LitFlix: Warm Bodies

Screenshot from Warm BodiesSo, this past Friday was the opening night of Warm Bodies, our first LitFlix of 2013. Initially the previews leading up to the release date made me think that they had removed some potentially crucial pieces from the book. I still saw how they could have pulled it off in the movie and was interested to see how they did it. Before I saw the movie I read the spoiler-heavy io9 review (http://io9.com/5980780/warm-bodies-is-something-way-better-than-just-romeo-and-juliet-and-zombies) that made me realize that the movie was probably going to be more like the book than I initially thought.

Having now read the book AND watched the movie, I can say they did a pretty good job of sticking to the source material, while still making it understandable in a different medium. There are still quite a few things that were changed in the movie, but I appreciate and can understand why these changes were made. (SPOILERS for both the book and movie Warm Bodies after the jump.)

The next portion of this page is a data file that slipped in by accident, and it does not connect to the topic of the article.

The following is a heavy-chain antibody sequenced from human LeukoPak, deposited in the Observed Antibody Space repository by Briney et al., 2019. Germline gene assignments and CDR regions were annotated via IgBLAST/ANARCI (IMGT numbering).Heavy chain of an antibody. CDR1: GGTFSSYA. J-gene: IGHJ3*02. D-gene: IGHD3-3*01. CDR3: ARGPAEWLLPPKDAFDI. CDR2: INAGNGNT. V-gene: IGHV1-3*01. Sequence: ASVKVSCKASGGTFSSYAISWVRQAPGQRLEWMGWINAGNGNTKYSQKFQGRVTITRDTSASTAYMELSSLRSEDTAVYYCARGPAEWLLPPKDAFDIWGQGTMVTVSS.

Following the Source Material (Similarities)

The start of the movie perfectly brings to life the character of R. The book is told from his perspective so as readers we are constantly seeing his thoughts and experiencing the tale how he experiences it. The use of the voice-over for R works well to show a zombie in turmoil, but then when he actually tries to speak he cannot get many words out.

In the movie I think the progression of R talking more and being able to use more words was even more intuitive than in the book. In the book R tells the reader when he says something that was more syllables than he had ever said before, but the fact is still that as he changes he does not have to be in his head quite as much.

The biggest surprise which they never showed or explained in the preview (which is actually kind of nice because previews tend to give too much away) was that zombies eat the brains because it is the only way they can really live again. Their dead bodies are striving for that little spark of life to remember what it was like to feel. I do have to say, the brain eating was much easier to read than to see, but is pretty crucial to the story. It is Perry’s memories and his love for Julie that is part of what jumpstarts the change that R starts to experience.